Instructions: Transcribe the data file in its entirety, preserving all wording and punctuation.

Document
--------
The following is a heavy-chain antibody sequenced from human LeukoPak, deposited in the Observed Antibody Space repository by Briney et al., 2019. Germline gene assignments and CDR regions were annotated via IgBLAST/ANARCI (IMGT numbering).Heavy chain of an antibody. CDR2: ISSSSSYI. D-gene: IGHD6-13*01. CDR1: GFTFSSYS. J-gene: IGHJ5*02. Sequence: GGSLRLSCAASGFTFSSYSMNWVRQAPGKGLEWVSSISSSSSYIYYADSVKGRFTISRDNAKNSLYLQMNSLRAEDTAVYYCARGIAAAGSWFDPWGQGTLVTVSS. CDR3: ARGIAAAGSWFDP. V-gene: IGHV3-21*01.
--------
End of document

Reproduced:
The following is a heavy-chain antibody sequenced from human LeukoPak, deposited in the Observed Antibody Space repository by Briney et al., 2019. Germline gene assignments and CDR regions were annotated via IgBLAST/ANARCI (IMGT numbering).Heavy chain of an antibody. CDR2: ISSSSSYI. D-gene: IGHD6-13*01. CDR1: GFTFSSYS. J-gene: IGHJ5*02. Sequence: GGSLRLSCAASGFTFSSYSMNWVRQAPGKGLEWVSSISSSSSYIYYADSVKGRFTISRDNAKNSLYLQMNSLRAEDTAVYYCARGIAAAGSWFDPWGQGTLVTVSS. CDR3: ARGIAAAGSWFDP. V-gene: IGHV3-21*01.